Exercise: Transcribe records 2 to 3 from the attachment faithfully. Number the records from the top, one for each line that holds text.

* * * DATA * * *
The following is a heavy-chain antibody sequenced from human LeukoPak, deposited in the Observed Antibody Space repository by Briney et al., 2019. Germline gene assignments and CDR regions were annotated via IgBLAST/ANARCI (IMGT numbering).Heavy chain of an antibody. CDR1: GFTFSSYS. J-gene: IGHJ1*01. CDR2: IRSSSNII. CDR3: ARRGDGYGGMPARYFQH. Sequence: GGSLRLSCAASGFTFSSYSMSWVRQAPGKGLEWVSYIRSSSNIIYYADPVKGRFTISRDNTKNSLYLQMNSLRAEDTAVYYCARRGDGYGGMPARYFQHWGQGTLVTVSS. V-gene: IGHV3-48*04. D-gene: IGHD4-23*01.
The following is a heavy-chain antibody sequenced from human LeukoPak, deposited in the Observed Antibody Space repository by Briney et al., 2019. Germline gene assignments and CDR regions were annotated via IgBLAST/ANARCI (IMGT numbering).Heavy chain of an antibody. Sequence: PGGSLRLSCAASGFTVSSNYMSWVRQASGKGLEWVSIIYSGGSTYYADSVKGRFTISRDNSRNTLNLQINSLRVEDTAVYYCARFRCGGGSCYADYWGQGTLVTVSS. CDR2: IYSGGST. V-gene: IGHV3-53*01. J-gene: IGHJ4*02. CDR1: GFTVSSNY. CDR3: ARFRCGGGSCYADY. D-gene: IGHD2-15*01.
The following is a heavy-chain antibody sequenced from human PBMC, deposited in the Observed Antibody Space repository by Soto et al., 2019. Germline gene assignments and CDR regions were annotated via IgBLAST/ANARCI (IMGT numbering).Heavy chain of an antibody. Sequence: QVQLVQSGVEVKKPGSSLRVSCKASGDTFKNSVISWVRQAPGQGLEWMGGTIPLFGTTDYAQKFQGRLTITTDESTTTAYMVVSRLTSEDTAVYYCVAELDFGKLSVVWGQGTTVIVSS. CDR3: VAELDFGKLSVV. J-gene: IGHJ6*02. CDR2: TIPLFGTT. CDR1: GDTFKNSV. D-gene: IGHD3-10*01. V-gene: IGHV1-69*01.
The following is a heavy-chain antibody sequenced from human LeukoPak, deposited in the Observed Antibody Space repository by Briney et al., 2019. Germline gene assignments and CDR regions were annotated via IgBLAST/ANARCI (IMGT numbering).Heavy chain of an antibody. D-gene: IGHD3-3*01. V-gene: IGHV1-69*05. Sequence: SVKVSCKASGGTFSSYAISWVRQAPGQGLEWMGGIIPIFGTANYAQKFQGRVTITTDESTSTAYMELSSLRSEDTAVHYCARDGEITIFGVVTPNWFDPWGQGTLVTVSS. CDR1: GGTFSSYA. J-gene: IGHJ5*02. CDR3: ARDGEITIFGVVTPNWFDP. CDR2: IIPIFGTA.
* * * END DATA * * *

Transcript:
The following is a heavy-chain antibody sequenced from human LeukoPak, deposited in the Observed Antibody Space repository by Briney et al., 2019. Germline gene assignments and CDR regions were annotated via IgBLAST/ANARCI (IMGT numbering).Heavy chain of an antibody. Sequence: PGGSLRLSCAASGFTVSSNYMSWVRQASGKGLEWVSIIYSGGSTYYADSVKGRFTISRDNSRNTLNLQINSLRVEDTAVYYCARFRCGGGSCYADYWGQGTLVTVSS. CDR2: IYSGGST. V-gene: IGHV3-53*01. J-gene: IGHJ4*02. CDR1: GFTVSSNY. CDR3: ARFRCGGGSCYADY. D-gene: IGHD2-15*01.
The following is a heavy-chain antibody sequenced from human PBMC, deposited in the Observed Antibody Space repository by Soto et al., 2019. Germline gene assignments and CDR regions were annotated via IgBLAST/ANARCI (IMGT numbering).Heavy chain of an antibody. Sequence: QVQLVQSGVEVKKPGSSLRVSCKASGDTFKNSVISWVRQAPGQGLEWMGGTIPLFGTTDYAQKFQGRLTITTDESTTTAYMVVSRLTSEDTAVYYCVAELDFGKLSVVWGQGTTVIVSS. CDR3: VAELDFGKLSVV. J-gene: IGHJ6*02. CDR2: TIPLFGTT. CDR1: GDTFKNSV. D-gene: IGHD3-10*01. V-gene: IGHV1-69*01.